Gut health is at the heart of a healthy immune system because 70% of our immune system is in the gut. A lot of modern day illnesses occur as a result of a malfunctioning immune system – and I believe poor gut health underlies this in many cases.
Some patients think they can improve gut health by popping probiotics, but I like to think of improving gut health as a two-pronged approach: damage limitation and healing. Because you really can’t achieve optimum gut health without both. If you focus on the healing, but something is damaging your gut constantly, it cannot recover. Imagine a shower that’s been left on which has flooded your bathroom. There is no point mopping up the water on the floor – you have to turn the shower off!!
I will go as far as saying that removing the harmful assailants on your gut might be MORE importantbecause your body has the ability to heal itself if only the damages stopped. So let’s look at how to turn that shower off shall we?
remove any food culprits: This is trickier than it sounds. Because allergies and intolerances can be subtle and difficult to tell. A problem food will cause inflammation and damage in the gut lining, and therefore lead to a disruption of the gut barrier. The usual culprits are dairy and gluten but it can be anything… This may then lead to increased intestinal permeability (leaky gut) and a breakdown in gut health. If you are cutting out foods already but still suffering from symptoms after a few months, it might be helpful to do an elimination diet removing the common allergens whilst keeping a food diary. Once you have achieved optimal gut health then you can reintroduce them one by one to see what the culprit may be. Make sure you eliminate foods after consultation with a dietician so you don’t become deficient in essential nutrients.
reduce toxin load: there are 84,000 chemicals registered for use with the EPA, and most of them have not been shown to be safe in humans – these chemicals are found in our water, air, food, everyday products and may have a direct toxic impact on cells lining the gut, and also impact the friendly gut bacteria which we need to maintain gut health (aka our gut microbiome). Cleaning products, weed killers, pesticides and preservatives in our food can all negatively impact our gut microbiome and contribute to leaky gut. So a KEY step in any gut healing protocol should be to reduce your environmental toxin exposure. If you want to learn more on how to do this, join my FREE 5 day email masterclass.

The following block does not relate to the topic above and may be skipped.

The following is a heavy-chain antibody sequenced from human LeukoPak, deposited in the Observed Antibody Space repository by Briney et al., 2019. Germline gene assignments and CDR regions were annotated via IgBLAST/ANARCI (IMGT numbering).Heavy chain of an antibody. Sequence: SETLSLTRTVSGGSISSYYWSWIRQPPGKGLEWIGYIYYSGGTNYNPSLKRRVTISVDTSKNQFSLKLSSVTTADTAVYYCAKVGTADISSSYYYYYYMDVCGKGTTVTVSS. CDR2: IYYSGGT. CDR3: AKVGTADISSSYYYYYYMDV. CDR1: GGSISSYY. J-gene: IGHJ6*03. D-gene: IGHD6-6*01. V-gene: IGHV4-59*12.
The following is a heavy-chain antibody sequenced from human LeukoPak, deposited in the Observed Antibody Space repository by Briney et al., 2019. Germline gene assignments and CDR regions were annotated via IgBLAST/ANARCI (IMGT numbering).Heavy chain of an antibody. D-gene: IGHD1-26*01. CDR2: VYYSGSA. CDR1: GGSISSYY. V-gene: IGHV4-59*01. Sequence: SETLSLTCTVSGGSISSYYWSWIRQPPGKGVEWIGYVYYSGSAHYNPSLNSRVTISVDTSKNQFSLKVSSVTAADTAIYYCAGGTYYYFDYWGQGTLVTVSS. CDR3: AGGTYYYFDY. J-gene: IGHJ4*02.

filter your water: following on from the same thread above - this is an important step in reducing assailants on your gut. Depending on where you live, the water may be chlorinated. What is chlorine? It is a disinfectant we add to kill harmful microbes in our water - which is necessary and great because this protects us from acute sickness. However, preliminary studies have shown that chlorine can negatively impact our gut microbiome. In addition, tap water can contain heavy metals and other contaminants like BPA and PFAS which can all affect gut health. So ensuring your drinking water is clean is important.
avoid unnecessary and inappropriate use of medications which damage the gut: NSAIDs (non-steroidal anti-inflammatories) like ibuprofen (Motrin) can damage the gut lining, and antibiotics, proton pump inhibitors like Nexium can disturb the friendly bacteria which help to build a healthy gut. Note I put ‘inappropriate’ – these medications are often necessary and can be life-saving so it is not always possible to avoid them. However, make sure they are used judicially for the right indications. Antibiotics for the common cold is a definite no-no!
is your food toxic? – It is not always possible to buy grass-fed and finished organic animal products because they are expensive, however, it is worth looking into how your food is farmed and where it came from. Conventionally farmed meat often contains high concentrations of pesticides and other pollutants like PCB because they are at the top of the food chain (pesticides increase and accumulate up the food chain) – these can affect our gut microbiome. Also, animals are often fed and injected with antibiotics so you may be inadvertently ingesting antibiotics when you eat meat. This applies to farmed fish too, with farmed salmon showing high concentrations of antibiotics.
reduce inflammation – this ties in with the food above – because a lot of inflammation in our body actually comes from food, unfortunately. We now know that omega 6 can cause inflammation in the body, for example, and this is found in common cooking oils like canola and vegetable oils. For some people gluten and dairy can cause inflammation too.
reduce refined sugar – sugar feeds bad bacteria in the gut and tips the balance of a healthy microbiome. There are many other harmful effects of sugar which I won’t go into here… sugar should really be re-labeled as a toxin in my opinion but who doesn’t love the sweet taste! Once in a while, I do allow some indulgence and it’s hard to be totally sugar-free but when I can I use alternatives (monk fruit, stevia).
reduce stress – Let's be real, who isn't stressed? I know I am a work in progress in this area but working on stress reduction has been a game-changer for my health. Stress can actually shift your gut bacteria and lead to leaky gut.
So now that we’ve looked at ways to minimize harm on our gut, what’s next?
Well, we need to look at ways in which we can help it heal – stay tuned for my next article on how we can help our gut to heal.